MCC Forestry Student Receives NCFA Scholarship
Published on Monday, October 16th, 2023
Every year, the North Carolina Forestry Association’s Forest Education and Conservation Foundation offers a scholarship to a Montgomery Community College (MCC) Forest Management Technology student. This year’s scholarship winner is Andrew Martin (Drew), a second-year student in the program. After receiving an undergraduate degree in history from the University of North Carolina Asheville in his early 20s, Drew returned to school later in life to pursue a career in forestry.
Drew’s education has taken him on a rather scenic route. He attended several public universities throughout the state before settling in Asheville, and after graduation had the opportunity to teach English in Spain for a year. Upon returning to North Carolina, he found work at a small publishing company where he was employed until he made the decision to come to Montgomery Community College. When asked about his life and career up to this point, Drew notes “I’ve been lucky enough to live in a lot of unique parts of the state and the world, and I really enjoy reading and writing, which has really shaped my path.”
Drew is originally from Chapel Hill, residing today in the Pittsboro-Siler City area. He spent much of his childhood there, and grew into quite an outdoorsman developing experience in fishing, hunting, and enjoying the outdoors. “My father and I made a few trips to the Uwharrie National Forest when I was younger, so it’s been a great experience for me getting more familiar with the area and learning about local land management from the instructors of the program at MCC.”
After COVID, with degree in-hand and back in an office environment, Drew decided to explore the more unstructured, outdoor field of forestry. He called Dylan Hurley, MCC’s Director of Forest Management Technology. The conversation went well, and Drew is in his second year; he is a member of MCC’s Forestry Club and works as a part-time contractor with a land management and forestry support business.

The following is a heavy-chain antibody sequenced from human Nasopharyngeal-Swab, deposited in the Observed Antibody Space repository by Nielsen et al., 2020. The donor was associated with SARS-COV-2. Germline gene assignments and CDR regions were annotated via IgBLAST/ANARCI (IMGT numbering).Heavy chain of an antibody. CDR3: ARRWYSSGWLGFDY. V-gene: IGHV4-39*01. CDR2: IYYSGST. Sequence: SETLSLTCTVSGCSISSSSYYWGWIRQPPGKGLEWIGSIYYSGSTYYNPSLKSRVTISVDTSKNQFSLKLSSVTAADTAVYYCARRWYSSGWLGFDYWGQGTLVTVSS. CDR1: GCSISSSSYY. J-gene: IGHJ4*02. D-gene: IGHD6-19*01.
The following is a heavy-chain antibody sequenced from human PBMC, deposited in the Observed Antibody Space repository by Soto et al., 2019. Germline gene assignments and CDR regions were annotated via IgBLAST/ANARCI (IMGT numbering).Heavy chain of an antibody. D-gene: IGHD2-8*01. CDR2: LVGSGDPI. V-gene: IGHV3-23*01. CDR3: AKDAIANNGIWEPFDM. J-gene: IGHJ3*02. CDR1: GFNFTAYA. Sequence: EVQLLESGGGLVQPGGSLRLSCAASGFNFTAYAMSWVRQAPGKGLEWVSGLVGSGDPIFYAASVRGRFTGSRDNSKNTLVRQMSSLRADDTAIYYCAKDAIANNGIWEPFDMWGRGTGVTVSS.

MCC’s curriculum is designed to train students in technical forest management skills and help them develop competence in performing various woodland operations on a very broad scale. Of all he has studied so far, Drew’s favorite area of study and practice is fire management. “Prescribed burns are really important to the overall success of a forest and have an important historical and cultural context in North Carolina,” explains Drew. “Burns can rid a tract of invasive species, clear out unproductive understory species, and remove risky tinder. I like being a part of prescribed burn exercises.”
Because of its excellent reputation and ability to attract top-notch students, abundant job opportunities exist for graduates of MCC’s Forest Management Technology program. “The instructors in the program at MCC have been great in teaching me a variety of skills that translate directly into the field and have also helped me explore a variety of job opportunities that exist for all of us that graduate from the program.” That being said, a master’s degree from North Carolina State University is definitely in the mix for Drew. “I’m ready to jump back into the workforce, but I have discovered some areas of forestry I might like to research. We will see how things look after graduation this December.”